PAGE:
An increasing number of dividend-focused exchange traded funds boast of being bastions of consistently rising payouts.
How that dividend growth is achieved varies from ETF to ETF, but a new entrant to the field could merit attention from income investors. The iShares Core Dividend Growth ETF (NYSEArca: DGRO) debuted in June as part of the 10-ETF expansion of the iShares core lineup. [New Additions to iShares Core Lineup]
DGRO joined the already established iShares Core High Dividend ETF (NYSEArca: HDV) in the core group and both ETFs charge just 0.12% per year, making them among the least expensive dividend ETFs on the market today. The two ETFs are noticeably different, implying dividend investors can use the funds in unison rather than exclusive of one another.
“Unlike HDV, which focuses on the yield of potential candidates, as its name suggests, DGRO constituents are screened based on recent dividend growth and sustainability of such growth. In light of this, relative to HDV, DGRO offers higher exposure to industrials (18.8% of assets), information technology (11.8%) and consumer discretionary (14.3%) and lower exposure to defensive health care (7.2%) and utilities (5.4%),” said S&P Capital IQ in a new research note.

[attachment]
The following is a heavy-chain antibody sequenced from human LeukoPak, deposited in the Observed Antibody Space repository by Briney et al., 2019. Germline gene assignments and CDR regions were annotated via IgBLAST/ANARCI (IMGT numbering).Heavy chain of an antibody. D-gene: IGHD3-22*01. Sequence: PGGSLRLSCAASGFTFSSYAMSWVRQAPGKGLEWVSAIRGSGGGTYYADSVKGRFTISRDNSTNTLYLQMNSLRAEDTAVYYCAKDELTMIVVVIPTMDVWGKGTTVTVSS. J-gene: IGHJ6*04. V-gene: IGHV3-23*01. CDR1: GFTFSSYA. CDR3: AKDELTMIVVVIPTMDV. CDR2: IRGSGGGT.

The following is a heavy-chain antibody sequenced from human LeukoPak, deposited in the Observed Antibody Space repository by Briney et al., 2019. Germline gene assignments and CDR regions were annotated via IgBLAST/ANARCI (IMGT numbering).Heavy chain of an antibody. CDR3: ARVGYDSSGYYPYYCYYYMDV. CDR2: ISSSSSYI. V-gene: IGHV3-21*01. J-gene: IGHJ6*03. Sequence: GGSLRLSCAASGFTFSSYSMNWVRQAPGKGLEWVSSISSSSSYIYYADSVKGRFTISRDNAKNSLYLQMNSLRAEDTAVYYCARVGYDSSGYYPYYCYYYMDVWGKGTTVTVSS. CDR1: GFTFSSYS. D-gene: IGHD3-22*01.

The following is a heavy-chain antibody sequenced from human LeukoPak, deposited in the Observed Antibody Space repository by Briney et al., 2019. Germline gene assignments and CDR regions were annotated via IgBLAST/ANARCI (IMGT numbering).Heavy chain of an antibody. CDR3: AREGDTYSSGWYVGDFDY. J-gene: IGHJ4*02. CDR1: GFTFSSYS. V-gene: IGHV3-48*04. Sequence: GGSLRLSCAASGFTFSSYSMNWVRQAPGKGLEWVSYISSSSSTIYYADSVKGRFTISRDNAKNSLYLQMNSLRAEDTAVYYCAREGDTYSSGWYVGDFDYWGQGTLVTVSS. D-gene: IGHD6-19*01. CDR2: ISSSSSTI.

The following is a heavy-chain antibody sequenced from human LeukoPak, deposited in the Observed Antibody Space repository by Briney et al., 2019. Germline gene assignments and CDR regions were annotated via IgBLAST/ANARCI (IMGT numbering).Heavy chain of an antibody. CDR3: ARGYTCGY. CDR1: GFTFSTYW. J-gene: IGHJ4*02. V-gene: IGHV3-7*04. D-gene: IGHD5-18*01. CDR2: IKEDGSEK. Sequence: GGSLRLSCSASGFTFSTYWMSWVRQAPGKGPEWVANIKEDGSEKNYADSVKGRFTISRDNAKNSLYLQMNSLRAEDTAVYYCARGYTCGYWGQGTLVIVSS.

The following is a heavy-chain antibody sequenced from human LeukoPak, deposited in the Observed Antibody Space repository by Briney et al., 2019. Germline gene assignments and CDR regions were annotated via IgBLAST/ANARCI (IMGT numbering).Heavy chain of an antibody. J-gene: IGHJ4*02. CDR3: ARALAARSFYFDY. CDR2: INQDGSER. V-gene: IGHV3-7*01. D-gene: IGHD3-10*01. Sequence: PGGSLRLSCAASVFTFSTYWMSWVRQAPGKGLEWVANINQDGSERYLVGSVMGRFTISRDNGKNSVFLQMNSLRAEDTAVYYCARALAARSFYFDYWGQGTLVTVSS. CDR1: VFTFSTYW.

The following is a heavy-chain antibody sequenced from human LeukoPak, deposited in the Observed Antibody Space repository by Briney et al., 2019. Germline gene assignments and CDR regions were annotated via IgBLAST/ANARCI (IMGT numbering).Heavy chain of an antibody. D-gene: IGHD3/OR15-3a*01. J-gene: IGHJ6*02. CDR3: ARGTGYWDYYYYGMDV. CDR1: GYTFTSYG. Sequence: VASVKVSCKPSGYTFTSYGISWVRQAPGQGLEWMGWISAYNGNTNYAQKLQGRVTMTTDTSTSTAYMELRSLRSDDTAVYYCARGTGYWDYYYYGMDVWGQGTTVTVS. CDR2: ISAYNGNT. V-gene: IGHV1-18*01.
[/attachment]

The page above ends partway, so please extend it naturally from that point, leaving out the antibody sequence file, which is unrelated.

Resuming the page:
DGRO’s combined 26% weight to consumer discretionary and technology names is something of a hallmark among the new genre of dividend growth ETFs because those sectors have been two of the largest contributors to S&P 500 dividend growth over the past several years. [Capturing Dividend Growth With ETFs]
DGRO, which S&P Capital IQ rates overweight, tracks the Morningstar US Dividend Growth Index. One of that index’s mandates is that constituent firms have a minimum of five years of uninterrupted dividend growth. Hence, the ETF’s relatively light weight of 6.9% to the financial services sector.
The minimum dividend increase streak featured by DGRO is not a trait of rival dividend growth ETFs, but the fund’s underlying index does employ other important screens to go along with the increase streak requirement, which can be seen as backward-looking.